“I spoke to her,” said Lillian. “She was on the other side.”

“I know. That’s where I left her. She wants me to go back and get her, but I’m having a few issues. Hey, can you get in touch with her and let her know I’m working on it? A seance or something like that?”

Lillian frowned and squirmed in her chair. “I didn’t think you’d handle it so badly. Have you sought professional help?”

“For what?” I asked.

“You lost your girlfriend. I understand how hard that must have been for you.”

“What’s that supposed to mean? Hard for me because I’m unlikely to get a new one?”

“That’s not what I meant.”

“Oh, I know what you meant. And I’m not even psychic.”

I think we’re all familiar with how well I get on with women, so relatively speaking, this was going quite well.

“Look, your dead girlfriend is going to come after you. I wanted to warn you, that’s all.”

“And how did you know where to find me? I assume she gave you my name and address.”

“Yes,” said Lillian.

Jenny knew where I lived because those are the sorts of things she had asked me in the past. I had no idea where she lived because who gives a shit? Yes, it would be good to know if for some reason we had been both brought back and needed to find each other, but there’s no need to be clingy about it. If we were meant to be together then I was sure she’d find a way to track me down and force me into a relationship, like any normal girlfriend who decided on the guy that’ll do.

“And why would she tell you that? What did she send you here for?”

“She didn’t send me. I told you, I’m warning you. My gift is very… it’s hard to explain. Basically, I can pick up signals in the ether.” She waved her hands around to demonstrate that the ether was all around us. If she broke into an interpretive dance, she’d be out on her ear. “Sometimes the signal is weak, other times it’s overwhelming and I blackout. It can be in strange languages or it can be terrifying creatures I couldn’t even begin to describe. In this case, I was able to hold a short conversation, which was amazing. It’s the first time that’s happened, I’m only sorry it’s because of something so sad.”

“She isn’t dead.” Some people are just so sure they know better that they refuse to look at any other evidence. Redditors, they’re called.

“I spoke to her. She was barely visible, in a dark, cold place. She said she had tried all the doors she could find, but none of them led to you. She seemed very determined to get hold of you.”

“Yes, she’s always been like that. And you can’t send a signal back the other way? What if we got some gel and shaped your hair into a point to improve the reception?”

“It doesn’t work like that,” said Lillian.

“I don’t see how you can know that without trying. Seems to me like you don’t have much control over your ability. Maybe I can help you fine tune it a bit.”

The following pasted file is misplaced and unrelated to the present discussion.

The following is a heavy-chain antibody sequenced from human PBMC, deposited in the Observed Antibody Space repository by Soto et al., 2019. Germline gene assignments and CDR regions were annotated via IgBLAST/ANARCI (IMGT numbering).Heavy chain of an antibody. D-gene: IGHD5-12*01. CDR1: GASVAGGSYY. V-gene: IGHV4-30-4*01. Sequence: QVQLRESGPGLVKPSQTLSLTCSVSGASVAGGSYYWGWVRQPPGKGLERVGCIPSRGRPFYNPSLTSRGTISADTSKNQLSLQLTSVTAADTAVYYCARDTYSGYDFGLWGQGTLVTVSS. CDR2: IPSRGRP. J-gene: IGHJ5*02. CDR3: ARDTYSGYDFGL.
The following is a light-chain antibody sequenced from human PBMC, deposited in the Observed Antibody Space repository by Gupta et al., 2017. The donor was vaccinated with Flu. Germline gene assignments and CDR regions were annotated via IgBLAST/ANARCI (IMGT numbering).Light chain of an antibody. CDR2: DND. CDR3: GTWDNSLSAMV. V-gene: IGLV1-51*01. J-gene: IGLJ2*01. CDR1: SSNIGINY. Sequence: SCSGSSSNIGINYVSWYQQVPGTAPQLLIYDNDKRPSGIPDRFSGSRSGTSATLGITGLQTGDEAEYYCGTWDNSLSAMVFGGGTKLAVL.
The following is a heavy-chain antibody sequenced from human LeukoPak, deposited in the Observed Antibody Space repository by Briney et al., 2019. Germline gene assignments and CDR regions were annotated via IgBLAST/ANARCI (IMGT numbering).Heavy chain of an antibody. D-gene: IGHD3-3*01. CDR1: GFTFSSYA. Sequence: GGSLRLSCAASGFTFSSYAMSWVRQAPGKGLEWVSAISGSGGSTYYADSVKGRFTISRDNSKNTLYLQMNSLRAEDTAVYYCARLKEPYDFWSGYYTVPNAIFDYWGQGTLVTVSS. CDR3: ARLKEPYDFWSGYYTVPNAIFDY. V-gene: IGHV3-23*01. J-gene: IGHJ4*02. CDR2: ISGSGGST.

“You?” She seemed sceptical, particularly in the way she looked, sounded, dressed and breathed.

“I have some experience of these things. Jenny didn’t die, she travelled to another world full of fantasy creatures like out of a book.”

“Like Narnia?”

“Yes,” I said, “but not so homoerotic.”

“There’s nothing gay about the Narnia books,” said Lillian. “CS Lewis was actually a staunch Christian.”

“And your point?”

“Anyway, what you’re saying is ridiculous. She’s in a land of dragons and fairy princesses, is she?”

“So your crazy shit is real and misunderstood, but my crazy shit is just batshit crazy? Nice. Remember how it felt having people reject everything you told them? That is now you. Gothic hypocrisy at its finest.”

“I’m not a goth,” said Lillian. “I’m just trying to help. You don’t have the kind of experience with the occult and supernatural that I have. I can get you through this in one piece. I don’t want you to end up like me.”

“What do you mean? End up like what?”

“Look at me. I’m totally drained and exhausted. My body’s a wreck. I have no friends or family who don’t think I’m mental. No one believes me and half the time I think I must be going mad. I can save you from the haunting you’re about to receive, and my rates are very reasonable.”

I found myself smiling. I should have been a little more angry, perhaps, or annoyed, but she was doing her best to turn whatever life had decided to throw at her to her advantage. 

It can’t have been easy growing up with this kind of useless ability. I believed she was a genuine psychic. Clearly, she had managed to get in touch with Jenny and most likely there had been others before that, maybe others in Flatland, but what kind of a job could you get with this on your CV?

Generally speaking, people had little use for a woman who could contact the dead. Most of us aren’t even interested in talking to their grandparents when they’re alive, who the fuck wants to spend a bunch of cash finding out what they’re up to now?

“You want me to pay you to protect me from ghosts?” It was an unusual offer, even for me. “How much?”

“We can negotiate a fair price once you see what I can do. If you don’t find my help to be of any value, pay me nothing.”

Not bad. She was willing to take whatever I wanted to pay, which showed a lot of confidence. Or a lot of experience being told to piss off.

“You do remember Jenny telling you I was a liar and a bastard, right? Maybe I won’t pay you anything even if you do turn out to be helpful.”

“I’m willing to take the risk.” Here was a girl who was desperate. “I know you’re going to need my assistance before this is over.”

“I thought you weren’t clairvoyant.”